How tr2-delimitation over-splits structured populations – a case of unresolved trees

I recently wrote a blog post about the effect of reduced gene flow over the multilocus species delimitation program, tr2. A general pattern is, even if two populations are connected with moderate gene flow, the tr2 erroneously splits them into two “species” when a very large number of loci are used. This result means we need to be cautious when we apply it to a big data set.

One thing I didn’t test is that the effect of unresolved gene trees. In the previous post, I assumed  gene trees are fully resolved. This assumption is rarely met in real data sets as RAD markers or exons of RNAs are not variable enough to give us fully resolved trees. Does this also affect the patterns of oversplits of tr2?

I just tested the effects of less-variable markers on tr2-delimitation. The simulation setting is identical to the previous post except that the branch lengths of gene trees are proportional to mutation rate. As mutation rate gets smaller, gene trees are more unresolved.

The gene trees simulated under Neμ= 0.005 are plotted below. They look realistic, just like gene trees we see in real practices. (You may think that these trees are not informative enough to detect recent speciation. Actually, they are informative.)


So, how does tr2 oversplit populations connected by gene flow, and how does mutation rate affect the pattern of oversplits?


The above plot is a species-population tree used in simulations. Pop.1 and pop.2 are connected by gene flow.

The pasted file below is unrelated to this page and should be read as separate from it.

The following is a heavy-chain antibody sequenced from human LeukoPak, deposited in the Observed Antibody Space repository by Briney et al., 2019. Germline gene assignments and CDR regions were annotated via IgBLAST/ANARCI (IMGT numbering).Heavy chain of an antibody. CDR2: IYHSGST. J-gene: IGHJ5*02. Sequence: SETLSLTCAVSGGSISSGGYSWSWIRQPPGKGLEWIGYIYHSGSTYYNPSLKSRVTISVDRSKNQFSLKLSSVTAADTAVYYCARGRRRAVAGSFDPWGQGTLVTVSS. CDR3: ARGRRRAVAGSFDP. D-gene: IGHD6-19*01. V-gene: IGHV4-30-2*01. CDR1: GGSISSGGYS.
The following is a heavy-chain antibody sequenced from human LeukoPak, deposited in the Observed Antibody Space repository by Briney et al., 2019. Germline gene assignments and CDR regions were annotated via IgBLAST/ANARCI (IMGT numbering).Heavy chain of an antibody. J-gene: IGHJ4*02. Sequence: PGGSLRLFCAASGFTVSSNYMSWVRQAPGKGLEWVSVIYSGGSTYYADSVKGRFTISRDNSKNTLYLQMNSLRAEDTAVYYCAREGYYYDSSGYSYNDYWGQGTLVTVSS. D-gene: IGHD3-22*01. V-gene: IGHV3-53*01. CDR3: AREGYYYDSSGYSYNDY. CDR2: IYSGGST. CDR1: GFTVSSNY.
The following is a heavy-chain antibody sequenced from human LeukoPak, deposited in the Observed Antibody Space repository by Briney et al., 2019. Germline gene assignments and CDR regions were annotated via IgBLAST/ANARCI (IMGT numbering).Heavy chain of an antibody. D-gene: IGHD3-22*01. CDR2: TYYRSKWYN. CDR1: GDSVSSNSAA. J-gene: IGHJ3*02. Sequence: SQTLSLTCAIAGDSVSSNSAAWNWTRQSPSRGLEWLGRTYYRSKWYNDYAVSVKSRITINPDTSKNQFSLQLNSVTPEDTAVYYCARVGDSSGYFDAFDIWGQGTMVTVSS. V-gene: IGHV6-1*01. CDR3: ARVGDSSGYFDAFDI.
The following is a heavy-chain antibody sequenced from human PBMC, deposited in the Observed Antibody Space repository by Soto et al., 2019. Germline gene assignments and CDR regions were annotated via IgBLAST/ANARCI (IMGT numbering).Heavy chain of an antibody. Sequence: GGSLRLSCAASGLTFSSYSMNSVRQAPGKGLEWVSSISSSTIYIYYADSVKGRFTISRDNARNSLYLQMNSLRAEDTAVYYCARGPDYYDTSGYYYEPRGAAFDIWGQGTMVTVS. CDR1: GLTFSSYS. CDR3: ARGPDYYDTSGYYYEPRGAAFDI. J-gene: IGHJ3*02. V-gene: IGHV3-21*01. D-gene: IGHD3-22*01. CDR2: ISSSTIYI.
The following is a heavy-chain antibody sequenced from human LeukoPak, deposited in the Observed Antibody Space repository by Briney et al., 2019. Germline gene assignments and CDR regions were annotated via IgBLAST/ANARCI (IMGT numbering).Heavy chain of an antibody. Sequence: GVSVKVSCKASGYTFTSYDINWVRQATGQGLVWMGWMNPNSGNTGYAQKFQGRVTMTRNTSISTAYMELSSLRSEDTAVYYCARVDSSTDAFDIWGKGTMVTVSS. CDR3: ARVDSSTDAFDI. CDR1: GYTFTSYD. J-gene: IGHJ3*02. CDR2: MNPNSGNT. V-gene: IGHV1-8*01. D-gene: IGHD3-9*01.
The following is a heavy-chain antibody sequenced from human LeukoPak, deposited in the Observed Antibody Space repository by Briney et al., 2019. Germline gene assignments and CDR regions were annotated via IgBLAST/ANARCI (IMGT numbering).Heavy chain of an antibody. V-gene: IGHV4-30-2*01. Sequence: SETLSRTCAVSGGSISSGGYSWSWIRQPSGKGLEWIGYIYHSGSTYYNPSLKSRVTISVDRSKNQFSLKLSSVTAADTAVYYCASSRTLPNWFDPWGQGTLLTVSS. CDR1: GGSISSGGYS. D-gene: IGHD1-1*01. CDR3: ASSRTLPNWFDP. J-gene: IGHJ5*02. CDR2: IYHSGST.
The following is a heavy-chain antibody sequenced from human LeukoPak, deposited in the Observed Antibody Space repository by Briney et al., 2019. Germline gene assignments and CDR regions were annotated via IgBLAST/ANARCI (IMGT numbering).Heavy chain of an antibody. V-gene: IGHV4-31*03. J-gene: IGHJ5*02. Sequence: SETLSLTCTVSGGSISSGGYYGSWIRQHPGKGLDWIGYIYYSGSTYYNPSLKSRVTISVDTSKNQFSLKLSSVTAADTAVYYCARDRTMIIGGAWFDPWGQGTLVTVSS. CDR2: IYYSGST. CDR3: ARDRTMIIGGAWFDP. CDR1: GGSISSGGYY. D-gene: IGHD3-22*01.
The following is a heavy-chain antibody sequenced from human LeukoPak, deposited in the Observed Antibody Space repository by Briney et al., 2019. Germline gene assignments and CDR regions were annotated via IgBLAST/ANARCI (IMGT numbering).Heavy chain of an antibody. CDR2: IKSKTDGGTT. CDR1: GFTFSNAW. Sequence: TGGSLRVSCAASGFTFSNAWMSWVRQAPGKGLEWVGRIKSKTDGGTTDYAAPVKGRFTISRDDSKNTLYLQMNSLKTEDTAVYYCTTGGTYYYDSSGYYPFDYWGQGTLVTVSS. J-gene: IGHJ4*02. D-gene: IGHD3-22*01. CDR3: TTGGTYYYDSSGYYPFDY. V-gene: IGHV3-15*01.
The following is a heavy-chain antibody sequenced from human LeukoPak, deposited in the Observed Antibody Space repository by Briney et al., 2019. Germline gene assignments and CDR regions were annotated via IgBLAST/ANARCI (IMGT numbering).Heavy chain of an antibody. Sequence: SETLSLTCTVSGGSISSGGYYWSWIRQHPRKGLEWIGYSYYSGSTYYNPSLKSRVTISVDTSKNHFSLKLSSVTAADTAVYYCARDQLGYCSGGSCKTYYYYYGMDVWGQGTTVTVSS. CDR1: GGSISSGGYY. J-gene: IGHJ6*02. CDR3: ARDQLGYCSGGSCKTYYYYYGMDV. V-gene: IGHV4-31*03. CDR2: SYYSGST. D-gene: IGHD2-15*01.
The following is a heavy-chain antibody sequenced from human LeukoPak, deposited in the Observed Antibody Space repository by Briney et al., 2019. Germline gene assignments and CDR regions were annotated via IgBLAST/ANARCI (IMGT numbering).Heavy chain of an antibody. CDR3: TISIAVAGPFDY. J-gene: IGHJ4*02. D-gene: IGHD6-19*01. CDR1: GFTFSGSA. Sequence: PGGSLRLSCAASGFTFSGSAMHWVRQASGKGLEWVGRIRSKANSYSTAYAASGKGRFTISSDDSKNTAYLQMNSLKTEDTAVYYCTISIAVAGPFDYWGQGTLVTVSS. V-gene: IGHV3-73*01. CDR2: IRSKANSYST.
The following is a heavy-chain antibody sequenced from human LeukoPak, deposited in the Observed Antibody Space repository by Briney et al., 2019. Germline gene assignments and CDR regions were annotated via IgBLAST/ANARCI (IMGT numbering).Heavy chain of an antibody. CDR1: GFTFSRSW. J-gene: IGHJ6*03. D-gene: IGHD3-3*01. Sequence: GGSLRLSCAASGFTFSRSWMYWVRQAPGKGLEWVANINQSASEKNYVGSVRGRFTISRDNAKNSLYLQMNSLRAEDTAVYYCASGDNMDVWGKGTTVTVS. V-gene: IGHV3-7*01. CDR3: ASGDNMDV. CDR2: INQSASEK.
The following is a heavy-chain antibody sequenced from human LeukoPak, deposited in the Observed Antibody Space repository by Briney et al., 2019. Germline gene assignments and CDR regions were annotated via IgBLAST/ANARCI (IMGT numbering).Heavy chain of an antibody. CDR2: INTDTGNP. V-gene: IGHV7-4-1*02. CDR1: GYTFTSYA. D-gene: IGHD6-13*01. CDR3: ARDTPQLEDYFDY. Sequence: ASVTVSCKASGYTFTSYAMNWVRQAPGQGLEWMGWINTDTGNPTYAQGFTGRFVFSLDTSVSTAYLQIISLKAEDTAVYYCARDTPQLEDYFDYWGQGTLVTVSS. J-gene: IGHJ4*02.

The plot below shows the proportions of trials where samples from two populations were assigned to one species. The migration parameter is Nem=1.0, and population mutation parameter, Neμ, ranged from 0.005 to 5.


The pattern of oversplits is similar to the previous simulations (see the plot). When Neμ= 0.5 or 5, curves are almost identical to the curve with fully-resolved gene trees. With > 500 loci, populations are always split into two “species”. When you have less mutations, curves diverged from the ideal curve and the overspliting slows down.

This is probably a good result. At least, less informative markers don’t lead you to false positives. However, they are probably less sensitive to the true pattern and you may miss it.

When you use tr2-delimitation, maybe you need to consider two points: how informative your markers are and how many markers you use. As you increase the number and informativeness of loci, you can detect finer scale structure, which may or may not be true species.

Again, it is often hard to determine the “sweet spot” of numbers and variability of markers to detect “true” species since speciation is always continuous. I am not sure if this problem can be solved by the delimitation with full multispecies coalescent model. (tr2 is an approximate method.) Explicit modeling of gene flow or geographic distribution is probably the better approach to tackle this problem, but usually time-consuming.  It may be possible to use resampling of loci to check how the pattern of splits develops, and combine it with locus informativeness to find the best threshold for true species entities.



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